The U.S. Department of Education does offer students income-based loan programs, for which borrowers need apply. And that’s proved a problem. The U.S. Government Accountability Office recently found that the Department of Education has “not consistently notified borrowers who have entered repayment about the plans.” In addition, the interest rate the United States charges is higher. One thing we do here the Australians don’t: We forgive the debt if it’s not repaid after a period of time—most often 20 or 25 years, depending on the plan. But, then again, you’ll potentially pay taxes on the amount forgiven. Those working in public service can have their loan forgiven after 10 years, with no tax penalty.*…

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Posted by on November 18, 2015 in American Genocide


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Who’s Your Daddy? About Black Folks and Charity

That Christian spirit… Don’t believe it?

Check this out.

Charitable Donations: Blacks Outpace Whites

Black Emplyees Influence Corporations to Give

Reuters is reporting today on a study showing that African American donors give higher percentages of their incomes to charity than their white counterparts, with nearly two-thirds of black households make charitable donations, worth a total of about $11 billion a year. And it’s not just a little more: that number means black donors turn over a full 25 percent more of their incomes than white donors annually, according to the W.K. Kellogg Foundation and Rockefeller Philanthropy Advisors research.  The results have many wondering why more African Americans don’t self-identify as philanthropists.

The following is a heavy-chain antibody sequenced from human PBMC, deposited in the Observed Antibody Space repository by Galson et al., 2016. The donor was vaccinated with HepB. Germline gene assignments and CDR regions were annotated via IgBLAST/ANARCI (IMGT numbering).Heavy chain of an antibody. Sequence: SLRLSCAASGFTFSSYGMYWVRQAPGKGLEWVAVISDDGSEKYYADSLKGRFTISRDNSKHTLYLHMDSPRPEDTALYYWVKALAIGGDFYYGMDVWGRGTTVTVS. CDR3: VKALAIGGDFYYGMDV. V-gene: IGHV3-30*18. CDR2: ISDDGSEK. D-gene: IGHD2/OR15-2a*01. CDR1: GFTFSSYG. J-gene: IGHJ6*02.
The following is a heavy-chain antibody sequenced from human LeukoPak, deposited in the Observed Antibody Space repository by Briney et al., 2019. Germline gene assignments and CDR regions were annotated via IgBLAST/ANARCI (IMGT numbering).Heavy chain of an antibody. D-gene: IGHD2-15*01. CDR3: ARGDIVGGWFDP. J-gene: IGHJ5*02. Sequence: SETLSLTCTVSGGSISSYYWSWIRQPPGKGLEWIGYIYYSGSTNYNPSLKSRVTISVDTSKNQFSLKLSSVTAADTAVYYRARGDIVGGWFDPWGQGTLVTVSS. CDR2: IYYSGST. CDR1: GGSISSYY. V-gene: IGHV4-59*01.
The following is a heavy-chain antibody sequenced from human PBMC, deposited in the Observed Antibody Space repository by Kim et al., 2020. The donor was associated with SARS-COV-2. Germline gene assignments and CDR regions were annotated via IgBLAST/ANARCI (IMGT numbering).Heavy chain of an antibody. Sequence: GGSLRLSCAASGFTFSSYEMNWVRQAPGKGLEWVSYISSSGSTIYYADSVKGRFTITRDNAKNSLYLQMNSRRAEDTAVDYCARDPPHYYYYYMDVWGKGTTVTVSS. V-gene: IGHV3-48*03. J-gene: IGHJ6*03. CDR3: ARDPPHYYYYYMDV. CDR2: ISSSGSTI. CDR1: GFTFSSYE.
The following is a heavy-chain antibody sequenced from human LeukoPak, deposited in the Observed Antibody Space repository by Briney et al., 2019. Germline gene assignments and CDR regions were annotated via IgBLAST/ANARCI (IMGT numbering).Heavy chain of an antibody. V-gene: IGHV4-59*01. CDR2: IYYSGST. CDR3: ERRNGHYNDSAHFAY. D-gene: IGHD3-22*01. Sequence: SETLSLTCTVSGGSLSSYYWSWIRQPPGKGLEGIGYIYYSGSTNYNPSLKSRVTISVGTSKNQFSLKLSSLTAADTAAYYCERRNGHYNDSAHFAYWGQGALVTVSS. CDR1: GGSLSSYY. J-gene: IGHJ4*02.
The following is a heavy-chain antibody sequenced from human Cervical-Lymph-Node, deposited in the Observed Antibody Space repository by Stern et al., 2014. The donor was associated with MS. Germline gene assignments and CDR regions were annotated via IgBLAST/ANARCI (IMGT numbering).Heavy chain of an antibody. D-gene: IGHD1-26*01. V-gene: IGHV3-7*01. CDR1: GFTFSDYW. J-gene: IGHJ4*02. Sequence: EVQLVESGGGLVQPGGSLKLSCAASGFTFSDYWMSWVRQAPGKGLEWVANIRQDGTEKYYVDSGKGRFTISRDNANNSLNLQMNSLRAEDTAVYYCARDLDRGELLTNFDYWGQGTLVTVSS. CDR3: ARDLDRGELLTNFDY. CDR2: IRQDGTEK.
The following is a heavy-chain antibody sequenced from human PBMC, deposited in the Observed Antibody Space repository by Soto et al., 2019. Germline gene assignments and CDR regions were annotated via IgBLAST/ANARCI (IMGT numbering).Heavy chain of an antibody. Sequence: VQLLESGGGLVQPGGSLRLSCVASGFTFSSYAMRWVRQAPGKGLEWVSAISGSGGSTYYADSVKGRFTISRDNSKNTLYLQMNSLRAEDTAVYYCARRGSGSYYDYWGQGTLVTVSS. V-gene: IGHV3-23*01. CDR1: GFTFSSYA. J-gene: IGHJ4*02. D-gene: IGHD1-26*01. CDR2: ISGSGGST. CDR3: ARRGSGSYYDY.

From Reuters:

But they don’t see themselves as big players in the charitable arena, and that presents an image problem, say experts like Judy Belk, a senior vice president for Rockefeller Philanthropy Advisors.

“African Americans have been very uncomfortable with the title of philanthropist,” Belk said. “If you don’t see role models who look like you when people start talking about issues related to philanthropy, you start believing, ‘Hey, maybe I’m not a philanthropist.'”

Belk said she got so weary of hearing this that she helped produce a 12-minute video released in November, dubbed, “I Am A Philanthropist,” which features diverse faces, races and ethnicities of donors and grant-makers. .  .

The report cites black churches as a historically important repository of giving, but notes that other important causes are coming to the fore.

While religious giving was the largest charitable category overall, it leveled off in dollar terms in 2010, according to Giving USA, a Chicago-area foundation that publishes philanthropy data and trends. At the same time, contributions for the arts increased almost 6 percent, a trend that was consistent across all racial groups.